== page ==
You see, the gospel is the good news of salvation. And, while we don’t tend to share the entire Bible when we share the gospel with someone, the good news starts in Genesis with a holy God who created a perfect world, and moves on to the first people who messed everything up with their sin, a whole bunch of subsequent people who couldn’t be faithful to God and keep His Law, Christ and His redemption of sinners, and the Revelation of the hope of His return at the end of time. So, “the gospel” really stretches from the front cover of your Bible to the back cover.

Are there any parts of it you shy away from in evangelism, discipleship, or teaching?

What about the atheist you’re witnessing to who denigrates your God for committing genocide in the Old Testament?

Were you afraid to speak up the last time you were the only Creationist in a room full of evolutionists?

Have you ever seen some poor pastor or male teacher tiptoe his way through the minefield of a passage on marital submission or the biblical role of women in ministry lest the wrath of church ladies befall him?

Are you reluctant to be known as someone who believes and will unequivocally say that homosexuality and other deviant sexual behavior is a sin?

Hey, we’ve all been there and failed. These are tough passages for sinners to hear, after all! When they come up, we should certainly approach them wisely and lovingly with people, but we should take care never to wish these things (and others) weren’t in Scripture, feel embarrassed about them, apologize for them, or act as though we have to make excuses for God about them. We need to be just as willing, bold, kind, and comfortable saying, “The world did not evolve, God created it,” and “You must repent of homosexuality along with all your other sin,” as we are saying, “God is love.” Why?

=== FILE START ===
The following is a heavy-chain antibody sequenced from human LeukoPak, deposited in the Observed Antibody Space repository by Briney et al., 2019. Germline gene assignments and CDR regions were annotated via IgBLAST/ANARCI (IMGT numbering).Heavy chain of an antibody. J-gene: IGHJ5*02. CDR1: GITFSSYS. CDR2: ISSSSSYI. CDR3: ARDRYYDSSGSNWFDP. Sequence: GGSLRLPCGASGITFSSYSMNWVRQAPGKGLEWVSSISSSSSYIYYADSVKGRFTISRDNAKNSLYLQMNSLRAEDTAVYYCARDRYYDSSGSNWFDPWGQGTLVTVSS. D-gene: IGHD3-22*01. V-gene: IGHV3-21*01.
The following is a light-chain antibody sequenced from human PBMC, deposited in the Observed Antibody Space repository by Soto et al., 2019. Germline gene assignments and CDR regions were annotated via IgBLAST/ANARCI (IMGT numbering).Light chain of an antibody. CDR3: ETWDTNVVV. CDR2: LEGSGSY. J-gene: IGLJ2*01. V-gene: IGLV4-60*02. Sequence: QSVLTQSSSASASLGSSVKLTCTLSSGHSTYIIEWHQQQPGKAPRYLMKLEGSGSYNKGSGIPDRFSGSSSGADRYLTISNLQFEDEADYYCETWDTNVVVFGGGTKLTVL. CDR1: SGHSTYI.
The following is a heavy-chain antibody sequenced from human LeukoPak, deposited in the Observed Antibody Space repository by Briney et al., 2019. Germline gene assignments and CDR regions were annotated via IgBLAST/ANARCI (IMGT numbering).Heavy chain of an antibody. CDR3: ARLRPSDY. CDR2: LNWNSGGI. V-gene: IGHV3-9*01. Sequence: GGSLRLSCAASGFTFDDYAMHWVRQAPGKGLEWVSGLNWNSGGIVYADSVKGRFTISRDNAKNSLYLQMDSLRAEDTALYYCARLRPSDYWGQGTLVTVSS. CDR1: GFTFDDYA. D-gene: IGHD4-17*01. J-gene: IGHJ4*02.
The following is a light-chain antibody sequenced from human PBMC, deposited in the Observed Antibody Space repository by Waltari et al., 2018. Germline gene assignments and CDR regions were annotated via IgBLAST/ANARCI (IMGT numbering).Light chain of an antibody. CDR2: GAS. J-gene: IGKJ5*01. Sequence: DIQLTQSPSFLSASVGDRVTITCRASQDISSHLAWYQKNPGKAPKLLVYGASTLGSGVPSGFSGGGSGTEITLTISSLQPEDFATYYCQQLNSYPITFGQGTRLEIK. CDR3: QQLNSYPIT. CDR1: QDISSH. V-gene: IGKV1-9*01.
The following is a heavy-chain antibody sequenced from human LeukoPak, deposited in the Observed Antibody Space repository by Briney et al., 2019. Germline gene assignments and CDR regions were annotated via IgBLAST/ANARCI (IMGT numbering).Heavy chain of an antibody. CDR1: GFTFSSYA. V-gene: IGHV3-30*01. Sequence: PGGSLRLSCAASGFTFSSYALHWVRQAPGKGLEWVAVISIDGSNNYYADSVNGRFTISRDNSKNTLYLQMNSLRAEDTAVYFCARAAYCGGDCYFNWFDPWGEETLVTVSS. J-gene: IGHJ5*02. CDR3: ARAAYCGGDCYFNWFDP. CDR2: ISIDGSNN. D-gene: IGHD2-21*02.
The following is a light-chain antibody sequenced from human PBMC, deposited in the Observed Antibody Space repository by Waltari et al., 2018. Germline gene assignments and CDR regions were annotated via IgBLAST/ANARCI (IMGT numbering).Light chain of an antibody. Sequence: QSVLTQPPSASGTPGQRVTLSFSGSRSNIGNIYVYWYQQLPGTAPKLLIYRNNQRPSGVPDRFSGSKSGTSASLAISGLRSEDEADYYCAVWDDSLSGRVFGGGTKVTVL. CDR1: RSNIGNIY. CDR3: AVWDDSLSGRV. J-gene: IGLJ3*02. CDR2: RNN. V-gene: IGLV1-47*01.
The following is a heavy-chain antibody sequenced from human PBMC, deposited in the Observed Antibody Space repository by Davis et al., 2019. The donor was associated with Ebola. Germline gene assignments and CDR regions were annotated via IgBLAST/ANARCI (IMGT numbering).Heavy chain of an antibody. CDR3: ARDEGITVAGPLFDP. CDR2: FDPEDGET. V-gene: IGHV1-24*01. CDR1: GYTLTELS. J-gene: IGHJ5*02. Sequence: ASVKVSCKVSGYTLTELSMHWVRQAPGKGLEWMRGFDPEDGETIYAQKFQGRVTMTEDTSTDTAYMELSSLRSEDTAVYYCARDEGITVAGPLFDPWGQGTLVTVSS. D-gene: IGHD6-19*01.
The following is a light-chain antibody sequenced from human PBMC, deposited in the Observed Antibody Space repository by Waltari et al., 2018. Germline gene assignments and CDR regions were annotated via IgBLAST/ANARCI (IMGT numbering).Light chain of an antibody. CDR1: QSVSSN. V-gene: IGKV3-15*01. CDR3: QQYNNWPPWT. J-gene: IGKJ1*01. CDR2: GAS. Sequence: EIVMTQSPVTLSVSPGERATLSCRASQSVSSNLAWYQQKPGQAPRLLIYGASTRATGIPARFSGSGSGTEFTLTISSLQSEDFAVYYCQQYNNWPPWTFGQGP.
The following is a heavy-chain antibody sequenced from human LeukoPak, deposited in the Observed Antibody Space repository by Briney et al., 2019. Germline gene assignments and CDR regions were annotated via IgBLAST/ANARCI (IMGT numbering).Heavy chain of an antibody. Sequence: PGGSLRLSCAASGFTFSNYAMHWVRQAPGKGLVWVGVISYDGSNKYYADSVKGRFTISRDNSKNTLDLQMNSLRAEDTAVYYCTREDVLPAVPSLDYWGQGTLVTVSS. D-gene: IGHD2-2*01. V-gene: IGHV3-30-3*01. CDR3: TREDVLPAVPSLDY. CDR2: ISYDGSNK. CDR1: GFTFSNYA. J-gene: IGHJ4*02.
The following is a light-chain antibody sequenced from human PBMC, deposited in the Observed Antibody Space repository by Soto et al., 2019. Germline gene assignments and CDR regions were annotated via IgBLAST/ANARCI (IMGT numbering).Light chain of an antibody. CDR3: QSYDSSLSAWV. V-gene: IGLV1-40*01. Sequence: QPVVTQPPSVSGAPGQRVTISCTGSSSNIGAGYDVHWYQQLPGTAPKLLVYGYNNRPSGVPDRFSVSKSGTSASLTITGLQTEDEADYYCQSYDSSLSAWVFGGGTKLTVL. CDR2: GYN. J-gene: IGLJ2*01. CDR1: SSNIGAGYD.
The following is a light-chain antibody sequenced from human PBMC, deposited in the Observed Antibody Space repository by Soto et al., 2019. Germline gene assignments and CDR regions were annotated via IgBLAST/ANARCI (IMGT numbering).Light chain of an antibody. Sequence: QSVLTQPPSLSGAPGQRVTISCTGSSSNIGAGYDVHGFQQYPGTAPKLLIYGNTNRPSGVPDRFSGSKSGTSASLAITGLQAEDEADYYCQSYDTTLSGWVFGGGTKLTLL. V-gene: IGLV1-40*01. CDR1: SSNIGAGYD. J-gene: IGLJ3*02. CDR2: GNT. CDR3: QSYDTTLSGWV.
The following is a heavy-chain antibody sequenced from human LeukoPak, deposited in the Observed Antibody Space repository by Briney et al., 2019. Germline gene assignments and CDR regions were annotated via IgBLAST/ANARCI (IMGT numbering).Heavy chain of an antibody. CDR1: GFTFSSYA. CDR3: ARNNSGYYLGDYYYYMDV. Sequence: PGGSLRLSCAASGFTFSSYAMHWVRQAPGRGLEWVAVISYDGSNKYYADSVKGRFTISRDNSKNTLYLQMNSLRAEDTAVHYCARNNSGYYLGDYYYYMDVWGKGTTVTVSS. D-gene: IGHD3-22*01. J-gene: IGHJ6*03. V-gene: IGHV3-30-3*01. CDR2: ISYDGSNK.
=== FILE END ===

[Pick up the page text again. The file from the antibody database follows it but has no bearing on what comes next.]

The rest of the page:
1. The Bible is God’s word.

Scripture is the very words of the God of the universe. It’s not a storybook or a policy and procedure manual dreamed up by men. Scripture is God speaking to us. To be ashamed of any part of His word is to be ashamed of Him, what He has done, and who He is. We dare not.

2. The Bible glorifies God.

The mere existence of Scripture brings honor and glory to God. No other god has spoken personally, so magnificently, and in a living and active book, to his people. The Bible brings glory to God when His people believe and obey it. We exemplify His goodness and holiness to a watching world. And even when the Bible isn’t believed and obeyed, God is glorified by showing us in His word that His way is right and perfect and man’s way is not.

3. The Bible is perfect.

God didn’t leave anything out of the Bible or put anything extra in that shouldn’t be there. The Bible is perfect just the way it is. God doesn’t need us to help Him out by editing it. If He wanted it to say something different, it already would.

4. The Bible is right.